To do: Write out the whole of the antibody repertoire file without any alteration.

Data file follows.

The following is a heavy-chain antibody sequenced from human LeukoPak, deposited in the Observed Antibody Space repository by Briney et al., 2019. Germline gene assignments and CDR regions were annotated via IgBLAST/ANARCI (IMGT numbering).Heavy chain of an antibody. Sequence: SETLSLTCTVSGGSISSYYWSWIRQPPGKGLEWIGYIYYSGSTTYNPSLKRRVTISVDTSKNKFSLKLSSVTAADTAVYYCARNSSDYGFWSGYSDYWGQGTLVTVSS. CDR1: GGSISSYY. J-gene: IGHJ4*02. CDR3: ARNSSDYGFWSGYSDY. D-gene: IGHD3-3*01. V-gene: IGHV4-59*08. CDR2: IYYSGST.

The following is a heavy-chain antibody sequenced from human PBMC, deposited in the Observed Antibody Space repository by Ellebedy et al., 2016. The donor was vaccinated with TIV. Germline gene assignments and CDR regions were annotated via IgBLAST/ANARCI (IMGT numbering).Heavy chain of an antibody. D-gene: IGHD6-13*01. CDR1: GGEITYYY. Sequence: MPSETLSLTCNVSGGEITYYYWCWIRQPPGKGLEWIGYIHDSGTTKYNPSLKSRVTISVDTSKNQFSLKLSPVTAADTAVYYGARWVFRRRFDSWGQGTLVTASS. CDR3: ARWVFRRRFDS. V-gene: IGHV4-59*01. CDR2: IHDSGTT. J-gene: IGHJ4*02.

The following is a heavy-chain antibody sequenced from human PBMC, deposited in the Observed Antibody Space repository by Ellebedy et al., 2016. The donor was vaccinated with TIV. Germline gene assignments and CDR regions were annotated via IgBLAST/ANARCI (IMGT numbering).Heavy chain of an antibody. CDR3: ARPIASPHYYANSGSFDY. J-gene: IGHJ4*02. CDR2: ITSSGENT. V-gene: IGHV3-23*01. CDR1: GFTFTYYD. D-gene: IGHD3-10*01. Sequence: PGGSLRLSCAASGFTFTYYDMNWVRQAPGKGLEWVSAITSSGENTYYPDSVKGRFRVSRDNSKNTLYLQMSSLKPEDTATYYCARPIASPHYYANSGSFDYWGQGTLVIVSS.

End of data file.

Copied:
The following is a heavy-chain antibody sequenced from human LeukoPak, deposited in the Observed Antibody Space repository by Briney et al., 2019. Germline gene assignments and CDR regions were annotated via IgBLAST/ANARCI (IMGT numbering).Heavy chain of an antibody. Sequence: SETLSLTCTVSGGSISSYYWSWIRQPPGKGLEWIGYIYYSGSTTYNPSLKRRVTISVDTSKNKFSLKLSSVTAADTAVYYCARNSSDYGFWSGYSDYWGQGTLVTVSS. CDR1: GGSISSYY. J-gene: IGHJ4*02. CDR3: ARNSSDYGFWSGYSDY. D-gene: IGHD3-3*01. V-gene: IGHV4-59*08. CDR2: IYYSGST.

The following is a heavy-chain antibody sequenced from human PBMC, deposited in the Observed Antibody Space repository by Ellebedy et al., 2016. The donor was vaccinated with TIV. Germline gene assignments and CDR regions were annotated via IgBLAST/ANARCI (IMGT numbering).Heavy chain of an antibody. D-gene: IGHD6-13*01. CDR1: GGEITYYY. Sequence: MPSETLSLTCNVSGGEITYYYWCWIRQPPGKGLEWIGYIHDSGTTKYNPSLKSRVTISVDTSKNQFSLKLSPVTAADTAVYYGARWVFRRRFDSWGQGTLVTASS. CDR3: ARWVFRRRFDS. V-gene: IGHV4-59*01. CDR2: IHDSGTT. J-gene: IGHJ4*02.

The following is a heavy-chain antibody sequenced from human PBMC, deposited in the Observed Antibody Space repository by Ellebedy et al., 2016. The donor was vaccinated with TIV. Germline gene assignments and CDR regions were annotated via IgBLAST/ANARCI (IMGT numbering).Heavy chain of an antibody. CDR3: ARPIASPHYYANSGSFDY. J-gene: IGHJ4*02. CDR2: ITSSGENT. V-gene: IGHV3-23*01. CDR1: GFTFTYYD. D-gene: IGHD3-10*01. Sequence: PGGSLRLSCAASGFTFTYYDMNWVRQAPGKGLEWVSAITSSGENTYYPDSVKGRFRVSRDNSKNTLYLQMSSLKPEDTATYYCARPIASPHYYANSGSFDYWGQGTLVIVSS.